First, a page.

Over the Christmas holidays we caught up with family at a restaurant called Kobe inside the Townsville Casino.
This place looks the goods, an interesting entry, flashy table ware and napery. But despite all the promises and the way the place looked, it ended up being a pretty pedestrian meal. I know that I have much better steak meals elsewhere; this probably wouldn’t even hit my top ten list.
It’s probably my own fault though, I went in with such high expectations, but nothing made me want to slap my knee, get out a lighter and stand up shouting and singing like I was in the front row of a Whitesnake concert. Overall it was the little things that let me down, like not having the wines that were listed on their wine list, the slow often inattentive service, I could go on. Perhaps I should have realised when the staff failed to call me back after I had left several messages on the machine to make a booking.
Yet here’s a place that has everything going for it; a great, no, a fantastic position; a food menu that makes a carnivore drool, kitchen staff that have the ability to out cook any of those TV chefs. The only analogy that I could make to it was like having a Lamborghini that you only drive for a one hour on Saturday to the local shop and back, and then you’ve only ever had it up to 60kph.
You know that it can go better; you know it has the ability to perform, but you might as well just drive your cheapo old comfortable trusty Telstar. And is probably less likely to get keyed in the carpark.
And it’s much the same with this week’s drop, Coopers 62 Pilsner.
Here’s a company that has a great pedigree. Cooper’s have shown that they have an outstanding ability to knock out some great beers, well known for their Ales and homebrew kits, they have been around since Noah played fullback for Jerusalem, and they are the only fully Australian owned large scale brewery left these days. I mean these guys know what they are doing when it comes to beer, but for some reason they have dropped the ball here.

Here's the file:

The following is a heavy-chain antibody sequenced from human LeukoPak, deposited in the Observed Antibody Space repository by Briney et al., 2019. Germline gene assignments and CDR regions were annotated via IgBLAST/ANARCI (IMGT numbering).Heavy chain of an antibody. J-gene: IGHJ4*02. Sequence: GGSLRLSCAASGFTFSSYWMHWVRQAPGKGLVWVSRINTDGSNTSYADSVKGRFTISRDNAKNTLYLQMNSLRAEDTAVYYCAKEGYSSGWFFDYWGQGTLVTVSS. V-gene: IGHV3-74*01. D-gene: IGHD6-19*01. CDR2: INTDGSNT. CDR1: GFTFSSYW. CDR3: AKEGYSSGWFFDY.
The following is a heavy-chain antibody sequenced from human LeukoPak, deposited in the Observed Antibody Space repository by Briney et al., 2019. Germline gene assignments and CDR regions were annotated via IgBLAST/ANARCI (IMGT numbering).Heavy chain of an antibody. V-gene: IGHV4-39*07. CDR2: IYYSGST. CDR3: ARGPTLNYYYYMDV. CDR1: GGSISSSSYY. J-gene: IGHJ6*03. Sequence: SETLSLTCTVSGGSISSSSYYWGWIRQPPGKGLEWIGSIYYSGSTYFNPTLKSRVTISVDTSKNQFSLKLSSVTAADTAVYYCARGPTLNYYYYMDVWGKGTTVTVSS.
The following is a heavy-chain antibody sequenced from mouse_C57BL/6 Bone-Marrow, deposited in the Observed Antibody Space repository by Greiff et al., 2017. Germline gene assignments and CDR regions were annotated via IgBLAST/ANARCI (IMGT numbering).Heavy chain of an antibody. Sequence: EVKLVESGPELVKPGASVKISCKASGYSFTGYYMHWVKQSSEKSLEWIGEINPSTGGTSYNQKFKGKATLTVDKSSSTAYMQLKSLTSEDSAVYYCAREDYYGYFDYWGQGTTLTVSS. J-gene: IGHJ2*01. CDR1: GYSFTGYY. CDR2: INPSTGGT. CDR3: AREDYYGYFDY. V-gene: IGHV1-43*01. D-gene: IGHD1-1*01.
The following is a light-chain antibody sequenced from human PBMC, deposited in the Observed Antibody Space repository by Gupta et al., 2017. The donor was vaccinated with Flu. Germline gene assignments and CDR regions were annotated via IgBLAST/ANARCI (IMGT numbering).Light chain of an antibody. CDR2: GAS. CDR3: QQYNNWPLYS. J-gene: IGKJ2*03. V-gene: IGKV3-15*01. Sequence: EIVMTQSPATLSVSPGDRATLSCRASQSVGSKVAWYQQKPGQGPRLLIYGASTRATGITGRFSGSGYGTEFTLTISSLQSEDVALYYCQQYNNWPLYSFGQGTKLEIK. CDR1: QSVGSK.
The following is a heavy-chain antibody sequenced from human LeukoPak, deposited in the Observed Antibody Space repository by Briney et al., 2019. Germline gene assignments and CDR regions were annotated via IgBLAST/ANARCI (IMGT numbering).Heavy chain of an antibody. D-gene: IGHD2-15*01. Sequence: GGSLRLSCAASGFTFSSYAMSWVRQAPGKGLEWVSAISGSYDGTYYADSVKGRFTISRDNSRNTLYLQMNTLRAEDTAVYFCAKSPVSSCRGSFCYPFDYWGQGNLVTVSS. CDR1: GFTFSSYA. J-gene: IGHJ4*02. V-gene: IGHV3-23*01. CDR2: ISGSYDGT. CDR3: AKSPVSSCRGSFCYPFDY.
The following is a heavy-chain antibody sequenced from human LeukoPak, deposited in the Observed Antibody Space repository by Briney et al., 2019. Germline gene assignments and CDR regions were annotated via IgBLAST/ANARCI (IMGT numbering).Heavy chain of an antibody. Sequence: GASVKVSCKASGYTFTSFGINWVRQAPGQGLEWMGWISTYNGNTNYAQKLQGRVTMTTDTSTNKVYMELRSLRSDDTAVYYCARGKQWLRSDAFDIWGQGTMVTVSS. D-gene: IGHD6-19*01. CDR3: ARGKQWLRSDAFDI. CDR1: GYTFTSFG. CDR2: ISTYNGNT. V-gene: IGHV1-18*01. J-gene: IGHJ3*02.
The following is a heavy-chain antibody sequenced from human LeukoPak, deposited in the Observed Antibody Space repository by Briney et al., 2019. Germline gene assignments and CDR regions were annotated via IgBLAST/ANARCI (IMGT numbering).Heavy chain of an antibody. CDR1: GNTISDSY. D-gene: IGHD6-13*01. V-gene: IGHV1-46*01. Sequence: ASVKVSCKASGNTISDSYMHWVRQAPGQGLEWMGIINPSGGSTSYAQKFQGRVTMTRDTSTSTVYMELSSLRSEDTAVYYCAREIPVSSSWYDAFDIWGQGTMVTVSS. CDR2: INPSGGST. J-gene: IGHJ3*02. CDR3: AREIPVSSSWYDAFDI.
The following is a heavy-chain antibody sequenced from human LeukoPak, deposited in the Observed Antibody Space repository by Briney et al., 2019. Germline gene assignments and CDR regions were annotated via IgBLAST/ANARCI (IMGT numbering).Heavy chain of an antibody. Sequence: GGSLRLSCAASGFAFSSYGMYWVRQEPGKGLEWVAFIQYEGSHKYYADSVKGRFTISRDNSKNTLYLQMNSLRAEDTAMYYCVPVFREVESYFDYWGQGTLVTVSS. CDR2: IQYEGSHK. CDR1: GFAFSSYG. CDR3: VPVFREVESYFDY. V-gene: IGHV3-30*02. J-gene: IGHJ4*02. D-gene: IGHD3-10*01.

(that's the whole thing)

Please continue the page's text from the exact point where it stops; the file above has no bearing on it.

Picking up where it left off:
Coopers 62 Pilsner has been around a while now, enough time for them to have played and tweaked their recipe to build a beer that isn’t so, I don’t know, pedestrian and unremarkable. The aromas are a bit plastic, there is as touch of aromas from the hops, that kind of remind me a bit of the pines and gums we used to cut down to use as Christmas trees when we were kids.
There isn’t much happening on your tongue either, a mixture of bitters and hops and not too much else. It says Saaz hops on the bottle but I wasn’t picking up any of those notes. A slight touch of lychee, and then it all drops off to a resiny, metallic bitterness. A touch watery and failed to hold any sort of a head in the glass.
Looking back now I wonder if my six pack had been left out in the sun while they were unloading at my local bottleshop.
I realise that Cooper’s, in fact all breweries, have to grow and meet market demand. So my positive spin on the 62 Pilsner is twofold:
one – I’m glad that Coopers have invested the time and effort into moving away from their traditional Ale styles and developing a Pilsner. Especially if it means that Coopers makes enough profit every year to keep producing their exceptional Extra Strong Vintage Ale.
And two – the 62 has a really cool flashy bottle. Even looks flashier than a Crown Lager bottle.